Last weekend we celebrated Madeline’s sixth birthday with friends and family. Sometime last year she became obsessed with pirates and the idea of searching for lost treasure. So it came as no big surprise when she requested a pirate-themed birthday bash.
She had only two requests for the party:
1. That we have a treasure hunt that ended with the party guests discovering their goody bags.
2. And that I make a treasure chest cake.
The first was easy-peasy for me. I enjoy making up silly rhymes and had fun thinking of places to hide the clues.
I assumed the second would be much more of a challenge, especially since Nana and Pop (my husband’s parents) usually take on cake duty. My husband looked at me pouring over pictures of treasure chest cakes and said, “Why don’t we just pay someone else to make one?” He didn’t doubt my ability (I don’t think), but he didn’t want me to be stuck slaving away in the kitchen and/or to be stressing over a cake. Plus, we’re firm believers in not feeling obligated to host extravagant parties or spending lots of money to celebrate birthdays. I make a big fuss over my girls’ birthdays, but we do it in simple ways – letting them choose what to eat for the day, bringing them breakfast in bed, tucking a card beneath their pillow, telling them about the day they were born, making them feel extra special – those sorts of things. No dog and pony show required. This cake seemed a wee bit excessive to my husband, but it ended up being really simple.
I used the Family Fun treasure chest cake directions, but I doubted that a moist cake would be able to be propped up like that. I envisioned the cake collapsing just as Madeline was ready to blow out the big six candle. So I took a wise, baking genius friend’s advice and used a huge Rice Krispies treat for the top and also for the wedges to prop the top up.
For the bottom layer of the cake, I used this recipe from a friend (you’ll have to print it out to see it right side up; sorry!), but I only added 1/2 cup of milk to the batter because I wanted the cake to be firmer to withstand the booty inside (chocolate covered coins and candy necklaces). The cake came out tasting like pound cake – delicious!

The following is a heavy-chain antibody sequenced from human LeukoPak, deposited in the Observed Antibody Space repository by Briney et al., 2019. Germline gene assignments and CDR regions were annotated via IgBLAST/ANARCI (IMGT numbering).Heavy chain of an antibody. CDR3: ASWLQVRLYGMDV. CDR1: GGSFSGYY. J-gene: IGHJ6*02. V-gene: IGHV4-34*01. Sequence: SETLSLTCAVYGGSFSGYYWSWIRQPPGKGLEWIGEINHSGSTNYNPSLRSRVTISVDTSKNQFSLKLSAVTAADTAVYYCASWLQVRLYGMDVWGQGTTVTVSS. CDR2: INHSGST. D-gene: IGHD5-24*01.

I got lazy with frosting and just bought chocolate frosting in a can. I used Fruit by the Foot for the “leather” straps and Sixlets for the nails in the chest. I then used crushed graham cracker crumbs for the “sand.” Madeline loved her cake, which was the most important thing. I surprised her with it the morning of her party and she said, “You did it, Mommy!” (I’d warned her that there was a slim chance that a treasure chest cake would not be happening.)
The rest of the party was a breeze. When the kids arrived, I had these cardboard treasure chests for them to decorate with ribbons and plastic gem stones. We used glue dots to embellish the chests. We tried glue sticks at first, but they weren’t working and I thankfully had a box of trusty glue dots on hand. (You have tried these nifty things for crafting, haven’t you?)
Besides cake, I was inspired by Oh Amanda to serve oranges to prevent scurvy. Madeline always requests that I make these divine truffles (I substitute dark chocolate instead of milk chocolate), which we called cannonballs like Amanda. We also had hummus and ranch dip served in plastic toy boats with veggies. (Find the paper treasure map placemats pictured above here.)